I hope I didn't stray too far away from the topic
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Old August 19th, 2012, 12:03 AM   #12
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Nicely said, definitely on topic
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Old August 19th, 2012, 01:26 AM   #13
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It is hard to say, how far we can go, but if we could transport ourselves 1,000 years into the future, you can bet that what we saw would be indescribable. It is crazy to think how different NYC might look, just think for a moment, can you imagine it ?

As construction costs get cheaper, we will continue to build higher.

I don't expect a Utopian future though, quite the opposite actually. Eventually, I can see a city with buildings stretching miles high, not beautiful buildings, but structures void of any great architecture, more of a symbol of tyranny, and our oppression.

We all know that America can't last forever, or atleast in this current state. As globalization continues to increase, we move closer to fascism, and possibly a one world government.

So, before I start writing a novel called 2084(1984), tell me, what are your thoughts on what I just brought up ?
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Old August 19th, 2012, 01:33 AM   #14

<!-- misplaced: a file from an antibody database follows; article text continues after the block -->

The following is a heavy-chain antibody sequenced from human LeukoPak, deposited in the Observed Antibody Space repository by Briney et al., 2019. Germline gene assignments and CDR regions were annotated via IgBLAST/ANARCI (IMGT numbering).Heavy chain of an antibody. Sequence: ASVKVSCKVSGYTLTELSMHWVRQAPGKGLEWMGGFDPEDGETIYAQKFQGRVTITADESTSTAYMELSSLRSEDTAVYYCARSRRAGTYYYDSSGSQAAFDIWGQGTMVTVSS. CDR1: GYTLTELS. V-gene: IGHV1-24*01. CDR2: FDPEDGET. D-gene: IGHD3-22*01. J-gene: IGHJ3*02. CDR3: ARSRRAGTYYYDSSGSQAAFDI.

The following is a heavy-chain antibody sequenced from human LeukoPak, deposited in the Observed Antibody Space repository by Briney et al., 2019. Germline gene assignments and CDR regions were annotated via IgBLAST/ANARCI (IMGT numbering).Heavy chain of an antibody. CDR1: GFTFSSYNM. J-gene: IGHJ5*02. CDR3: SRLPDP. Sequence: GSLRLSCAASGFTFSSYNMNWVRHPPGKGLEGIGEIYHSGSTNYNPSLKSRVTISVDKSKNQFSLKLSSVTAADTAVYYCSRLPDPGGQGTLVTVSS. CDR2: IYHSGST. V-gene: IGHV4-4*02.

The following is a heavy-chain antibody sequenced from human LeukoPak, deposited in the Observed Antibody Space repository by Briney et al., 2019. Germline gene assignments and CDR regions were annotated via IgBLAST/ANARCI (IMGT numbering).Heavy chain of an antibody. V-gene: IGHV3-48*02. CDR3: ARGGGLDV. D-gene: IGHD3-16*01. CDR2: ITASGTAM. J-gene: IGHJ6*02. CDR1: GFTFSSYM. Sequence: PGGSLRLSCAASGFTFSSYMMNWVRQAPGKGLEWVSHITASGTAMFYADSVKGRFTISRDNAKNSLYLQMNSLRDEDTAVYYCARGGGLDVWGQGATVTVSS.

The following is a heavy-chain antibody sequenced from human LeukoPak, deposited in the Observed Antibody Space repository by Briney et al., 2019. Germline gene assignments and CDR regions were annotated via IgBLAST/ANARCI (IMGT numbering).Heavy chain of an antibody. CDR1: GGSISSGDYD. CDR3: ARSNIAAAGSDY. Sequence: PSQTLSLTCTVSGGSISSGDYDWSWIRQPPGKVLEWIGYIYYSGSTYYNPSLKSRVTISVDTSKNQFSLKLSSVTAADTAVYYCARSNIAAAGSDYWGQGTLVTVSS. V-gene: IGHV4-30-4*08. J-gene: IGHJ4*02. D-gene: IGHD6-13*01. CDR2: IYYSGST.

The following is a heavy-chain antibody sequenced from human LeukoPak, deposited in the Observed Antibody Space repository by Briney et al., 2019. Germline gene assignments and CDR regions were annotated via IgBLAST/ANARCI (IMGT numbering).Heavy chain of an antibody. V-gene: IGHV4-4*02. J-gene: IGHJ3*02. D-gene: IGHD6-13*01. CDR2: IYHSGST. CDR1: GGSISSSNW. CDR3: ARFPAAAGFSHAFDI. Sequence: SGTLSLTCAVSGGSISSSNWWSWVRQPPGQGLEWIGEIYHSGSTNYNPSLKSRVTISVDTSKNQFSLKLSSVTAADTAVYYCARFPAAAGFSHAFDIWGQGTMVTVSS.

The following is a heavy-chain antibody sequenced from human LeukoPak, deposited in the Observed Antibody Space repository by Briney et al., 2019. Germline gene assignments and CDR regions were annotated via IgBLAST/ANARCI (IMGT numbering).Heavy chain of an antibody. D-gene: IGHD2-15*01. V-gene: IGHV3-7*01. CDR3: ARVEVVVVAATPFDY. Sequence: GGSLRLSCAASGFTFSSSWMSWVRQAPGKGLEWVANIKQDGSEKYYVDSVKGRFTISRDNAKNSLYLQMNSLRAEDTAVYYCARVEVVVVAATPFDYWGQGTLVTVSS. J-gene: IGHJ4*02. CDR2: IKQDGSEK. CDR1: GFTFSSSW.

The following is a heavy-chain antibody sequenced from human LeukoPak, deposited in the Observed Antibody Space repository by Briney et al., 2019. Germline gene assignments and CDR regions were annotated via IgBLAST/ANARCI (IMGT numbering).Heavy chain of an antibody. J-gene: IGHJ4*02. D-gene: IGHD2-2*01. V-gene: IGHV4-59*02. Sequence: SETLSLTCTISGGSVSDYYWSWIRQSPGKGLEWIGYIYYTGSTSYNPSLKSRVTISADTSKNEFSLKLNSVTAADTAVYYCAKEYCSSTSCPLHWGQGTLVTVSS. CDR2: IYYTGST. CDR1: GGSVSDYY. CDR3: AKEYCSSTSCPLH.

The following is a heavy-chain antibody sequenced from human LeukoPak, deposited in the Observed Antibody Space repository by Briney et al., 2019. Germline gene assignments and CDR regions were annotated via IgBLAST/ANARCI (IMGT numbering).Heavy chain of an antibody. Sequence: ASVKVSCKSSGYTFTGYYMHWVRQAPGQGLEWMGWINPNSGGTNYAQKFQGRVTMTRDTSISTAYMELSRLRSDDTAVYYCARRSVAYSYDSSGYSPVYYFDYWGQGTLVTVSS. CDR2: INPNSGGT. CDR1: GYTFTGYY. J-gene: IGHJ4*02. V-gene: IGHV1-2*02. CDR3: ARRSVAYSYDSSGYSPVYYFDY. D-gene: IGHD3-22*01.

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Originally Posted by iloveclassicrock7 View Post
It is hard to say, how far we can go, but if we could transport ourselves 1,000 years into the future, you can bet that what we saw would be indescribable. It is crazy to think how different NYC might look, just think for a moment, can you imagine it ?

As construction costs get cheaper, we will continue to build higher.

I don't expect a Utopian future though, quite the opposite actually. Eventually, I can see a city with buildings stretching miles high, not beautiful buildings, but structures void of any great architecture, more of a symbol of tyranny, and our oppression.

We all know that America can't last forever, or atleast in this current state. As globalization continues to increase, we move closer to fascism, and possibly a one world government.